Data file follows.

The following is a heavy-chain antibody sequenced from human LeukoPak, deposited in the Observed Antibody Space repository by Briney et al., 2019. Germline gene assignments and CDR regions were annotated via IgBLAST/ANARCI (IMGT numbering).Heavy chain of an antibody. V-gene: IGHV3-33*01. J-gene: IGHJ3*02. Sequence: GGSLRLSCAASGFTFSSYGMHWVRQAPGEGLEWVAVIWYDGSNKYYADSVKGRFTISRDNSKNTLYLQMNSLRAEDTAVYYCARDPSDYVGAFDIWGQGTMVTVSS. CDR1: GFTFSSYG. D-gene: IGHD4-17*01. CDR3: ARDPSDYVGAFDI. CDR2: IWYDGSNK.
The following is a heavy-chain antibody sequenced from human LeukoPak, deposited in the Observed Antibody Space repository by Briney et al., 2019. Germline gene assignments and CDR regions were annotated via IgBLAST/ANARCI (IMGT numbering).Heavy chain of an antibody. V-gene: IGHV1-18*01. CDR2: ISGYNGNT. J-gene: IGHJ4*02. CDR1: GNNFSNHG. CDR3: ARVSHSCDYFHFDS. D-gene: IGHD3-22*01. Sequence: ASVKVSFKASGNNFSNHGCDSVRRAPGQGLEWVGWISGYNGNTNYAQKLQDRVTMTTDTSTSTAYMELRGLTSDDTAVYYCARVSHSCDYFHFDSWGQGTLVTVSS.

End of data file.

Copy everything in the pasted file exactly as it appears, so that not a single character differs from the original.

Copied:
The following is a heavy-chain antibody sequenced from human LeukoPak, deposited in the Observed Antibody Space repository by Briney et al., 2019. Germline gene assignments and CDR regions were annotated via IgBLAST/ANARCI (IMGT numbering).Heavy chain of an antibody. V-gene: IGHV3-33*01. J-gene: IGHJ3*02. Sequence: GGSLRLSCAASGFTFSSYGMHWVRQAPGEGLEWVAVIWYDGSNKYYADSVKGRFTISRDNSKNTLYLQMNSLRAEDTAVYYCARDPSDYVGAFDIWGQGTMVTVSS. CDR1: GFTFSSYG. D-gene: IGHD4-17*01. CDR3: ARDPSDYVGAFDI. CDR2: IWYDGSNK.
The following is a heavy-chain antibody sequenced from human LeukoPak, deposited in the Observed Antibody Space repository by Briney et al., 2019. Germline gene assignments and CDR regions were annotated via IgBLAST/ANARCI (IMGT numbering).Heavy chain of an antibody. V-gene: IGHV1-18*01. CDR2: ISGYNGNT. J-gene: IGHJ4*02. CDR1: GNNFSNHG. CDR3: ARVSHSCDYFHFDS. D-gene: IGHD3-22*01. Sequence: ASVKVSFKASGNNFSNHGCDSVRRAPGQGLEWVGWISGYNGNTNYAQKLQDRVTMTTDTSTSTAYMELRGLTSDDTAVYYCARVSHSCDYFHFDSWGQGTLVTVSS.